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TECHNICAL PAPERS

A Numerical and Experimental Investigation of the Slot Film-Cooling Jet With Various Angles

[+] Author and Article Information
Rongguang Jia

Division of Heat Transfer, Lund Institute of Technology, Lund 22100, Sweden

Bengt Sundén1

Division of Heat Transfer, Lund Institute of Technology, Lund 22100, Swedenbengt.sunden@vok.lth.se

Petre Miron, Bruno Léger

LARA, Laboratoire Aquitain de Recherche en Aérothermique, Université de Pau, c/o Turbomeca, Boredes Cedex 64511, France

1

To whom correspondence should be addressed.

J. Turbomach 127(3), 635-645 (Jan 14, 2005) (11 pages) doi:10.1115/1.1929821 History: Received February 16, 2004; Revised January 14, 2005

Numerical simulations coupled with laser Doppler velocimetry (LDV) experiments were carried out to investigate a slot jet issued into a cross flow, which is relevant in the film cooling of gas turbine combustors. The film-cooling fluid injection from slots or holes into a cross flow produces highly complicated flow fields. In this paper, the time-averaged Navier-Stokes equations were solved on a collocated body-fitted grid system with the shear stress transport kω, V2F kϵ, and stress-ω turbulence models. The fluid flow and turbulent Reynolds stress fields were compared to the LDV experiments for three jet angles, namely, 30, 60, and 90 deg, and the jet blowing ratio is ranging from 2 to 9. Good agreement was obtained. Therefore, the present solution procedure was also adopted to calculations of 15 and 40 deg jets. In addition, the temperature fields were computed with a simple eddy diffusivity model to obtain the film-cooling effectiveness, which, in turn, was used for evaluation of the various jet cross-flow arrangements. The results show that a recirculation bubble downstream of the jet exists for jet angles larger than 40 deg, but it vanishes when the angle is <30deg, which is in good accordance with the experiments. The blowing ratio has a large effect on the size of the recirculation bubble and, consequently, on the film cooling effectiveness. In addition, the influence of boundary conditions for the jet and cross flow are also addressed in the paper.

Copyright © 2005 by American Society of Mechanical Engineers
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References

Figures

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Figure 1

The schematic view of (a) a mixing slot, (b) the computational domain and flow field, and (c) the grid. (There is an index skip in both x and y directions.)

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Figure 2

Experimental setup: (a) 1. laser cooling system and power supply; 2. laser source generator; 3. Bragg cell; 4. photomultiplicator; 5. transmitter-receiver optics head; 6. head moving 3D system; 7. Pentium II 350 MHz PC; 8. RSA 1=real-time signal analyzer (for green channel); 9. RSA 2=real-time signal analyzer (for blue channel); 10. fan-speed potentiometers; 11. electric fan air (for superior rectangular duct); 12. electric fan air (for inferior rectangular duct); 13. smoke generator; 14. differential pressure indicator; 15. hot-wire anemometer 16. aluminium slot model test plate; 17. exhaust outlet; and 18. optic fiber drive. (b) 3D view of the test section.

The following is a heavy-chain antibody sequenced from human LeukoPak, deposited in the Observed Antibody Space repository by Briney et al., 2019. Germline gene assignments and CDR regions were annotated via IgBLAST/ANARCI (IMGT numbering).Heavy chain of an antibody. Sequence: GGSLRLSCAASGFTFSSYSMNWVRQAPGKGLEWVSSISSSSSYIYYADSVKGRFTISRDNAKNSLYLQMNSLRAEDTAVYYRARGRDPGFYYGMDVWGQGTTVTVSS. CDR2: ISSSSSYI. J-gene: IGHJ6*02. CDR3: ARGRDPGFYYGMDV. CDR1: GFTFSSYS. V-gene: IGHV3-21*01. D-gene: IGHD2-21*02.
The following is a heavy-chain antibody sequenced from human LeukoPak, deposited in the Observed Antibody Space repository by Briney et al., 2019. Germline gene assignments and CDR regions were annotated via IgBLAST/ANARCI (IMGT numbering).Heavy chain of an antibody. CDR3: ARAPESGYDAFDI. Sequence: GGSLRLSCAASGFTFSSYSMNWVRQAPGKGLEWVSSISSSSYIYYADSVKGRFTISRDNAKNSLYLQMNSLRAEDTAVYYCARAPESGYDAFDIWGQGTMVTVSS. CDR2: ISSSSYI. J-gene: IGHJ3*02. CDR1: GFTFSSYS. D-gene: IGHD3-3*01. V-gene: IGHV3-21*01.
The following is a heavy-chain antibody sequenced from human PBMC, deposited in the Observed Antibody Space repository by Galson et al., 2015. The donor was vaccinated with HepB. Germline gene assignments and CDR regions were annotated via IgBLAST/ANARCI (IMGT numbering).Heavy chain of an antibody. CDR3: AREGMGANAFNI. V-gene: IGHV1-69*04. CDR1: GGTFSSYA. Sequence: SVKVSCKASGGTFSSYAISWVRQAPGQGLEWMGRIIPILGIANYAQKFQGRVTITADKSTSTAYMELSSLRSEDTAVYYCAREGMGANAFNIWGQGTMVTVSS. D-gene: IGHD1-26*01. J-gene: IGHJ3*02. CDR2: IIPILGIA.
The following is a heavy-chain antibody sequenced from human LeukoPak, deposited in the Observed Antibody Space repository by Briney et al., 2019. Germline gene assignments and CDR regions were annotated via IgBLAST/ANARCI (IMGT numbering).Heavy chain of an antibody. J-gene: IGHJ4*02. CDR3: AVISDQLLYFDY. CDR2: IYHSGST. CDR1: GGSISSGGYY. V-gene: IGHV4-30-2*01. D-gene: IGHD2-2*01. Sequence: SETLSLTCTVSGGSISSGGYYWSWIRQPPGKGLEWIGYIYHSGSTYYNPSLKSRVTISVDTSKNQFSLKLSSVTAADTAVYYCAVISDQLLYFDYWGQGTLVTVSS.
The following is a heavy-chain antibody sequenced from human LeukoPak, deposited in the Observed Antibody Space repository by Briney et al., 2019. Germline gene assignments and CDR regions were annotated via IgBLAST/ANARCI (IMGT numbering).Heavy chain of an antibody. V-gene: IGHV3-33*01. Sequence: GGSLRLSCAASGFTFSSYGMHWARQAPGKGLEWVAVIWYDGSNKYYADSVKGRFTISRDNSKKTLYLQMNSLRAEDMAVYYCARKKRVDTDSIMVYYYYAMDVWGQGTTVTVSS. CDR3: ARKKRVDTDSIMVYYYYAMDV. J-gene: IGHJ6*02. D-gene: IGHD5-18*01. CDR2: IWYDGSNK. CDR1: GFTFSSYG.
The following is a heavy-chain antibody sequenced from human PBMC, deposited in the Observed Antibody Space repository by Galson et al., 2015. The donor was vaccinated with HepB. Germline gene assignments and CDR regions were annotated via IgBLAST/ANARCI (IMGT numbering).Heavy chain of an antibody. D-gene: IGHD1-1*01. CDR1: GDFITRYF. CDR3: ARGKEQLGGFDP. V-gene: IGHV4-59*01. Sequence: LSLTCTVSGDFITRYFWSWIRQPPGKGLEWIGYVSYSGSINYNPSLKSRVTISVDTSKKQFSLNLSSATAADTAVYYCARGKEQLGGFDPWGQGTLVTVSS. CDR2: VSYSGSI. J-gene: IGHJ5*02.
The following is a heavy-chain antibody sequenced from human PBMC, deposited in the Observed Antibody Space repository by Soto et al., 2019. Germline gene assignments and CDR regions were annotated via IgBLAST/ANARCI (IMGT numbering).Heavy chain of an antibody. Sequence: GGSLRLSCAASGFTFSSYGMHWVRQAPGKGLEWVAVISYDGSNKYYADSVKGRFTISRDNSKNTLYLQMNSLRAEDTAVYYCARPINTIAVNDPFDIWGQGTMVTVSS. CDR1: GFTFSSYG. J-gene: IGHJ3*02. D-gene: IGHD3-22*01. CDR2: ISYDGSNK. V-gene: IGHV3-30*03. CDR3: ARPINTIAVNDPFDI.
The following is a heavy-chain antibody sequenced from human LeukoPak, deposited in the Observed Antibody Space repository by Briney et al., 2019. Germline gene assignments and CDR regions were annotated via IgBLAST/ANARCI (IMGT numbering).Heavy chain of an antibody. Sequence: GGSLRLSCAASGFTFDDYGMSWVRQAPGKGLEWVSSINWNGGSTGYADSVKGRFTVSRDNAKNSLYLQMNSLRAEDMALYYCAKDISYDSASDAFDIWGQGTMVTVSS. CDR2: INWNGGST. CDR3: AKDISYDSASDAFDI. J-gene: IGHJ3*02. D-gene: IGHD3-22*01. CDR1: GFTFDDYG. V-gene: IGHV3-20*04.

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Figure 3

The effect of the inlet boundary condition on: (a) velocity parallel to the wall at x∕B=1.0, (b) film cooling effectivness. (E–Uniform, F–Fully developed)

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Figure 4

Predicted distribution of the velocity parallel to the wall at x∕B=2, 4, 6, 8, and 10, in comparison to the experimental data of Chen and Hwang (9)

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Figure 5

The predicted distribution of the velocity fluctuation parallel to the wall at x∕B=2, 4, 6, 8, and 10, in comparison with the experimental data of Chen and Hwang (9)

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Figure 6

Predicted distribution of the normalized temperature (θ=(T−Tc)∕(Tj−Tc)) parallel to the wall at x∕B=2, 4, 6, 8, and 10, in comparison to the experimental data of Chen and Hwang (9)

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Figure 7

Streamline trace and distribution of the normalized Reynolds stress 10(u′∕Uc) for the 90-M2 case

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Figure 8

Distribution of the Reynolds stresses for the 90-M2 case: 10(v′∕Uc) and 10sign(u′v′¯)(∣u′v′∣¯0.5∕Uc)

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Figure 9

Mass conservation of the experiments at y∕B=−1: (a) the 90-M2 and (b) 60-M9 cases

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Figure 10

Streamline trace for the 60-M9 and 60-M4 cases

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Figure 11

Distribution of the velocity parallel to the wall at x∕B=1, 2, 3, 4, and 5

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Figure 12

Distribution of the velocity normal to the wall at x∕B=−1, 2, 3, 4, and 5

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Figure 13

Normalized distribution of the kinetic energy [(u′u′¯+v′v′¯)0.5∕Uc] at x∕B=1, 2, 3, 4, and 5

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Figure 14

Normalized distribution of the turbulent shear stress [10sign(u′v′¯)∣u′v′∣¯0.5∕Uc] at x∕B=1, 2, 3, 4, and 5

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Figure 15

Streamline traces and temperature distributions

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Figure 16

Film-cooling effectiveness for various injection angles, with M=2

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Figure 17

Film-cooling effectiveness for various blowing ratio, with α=30deg

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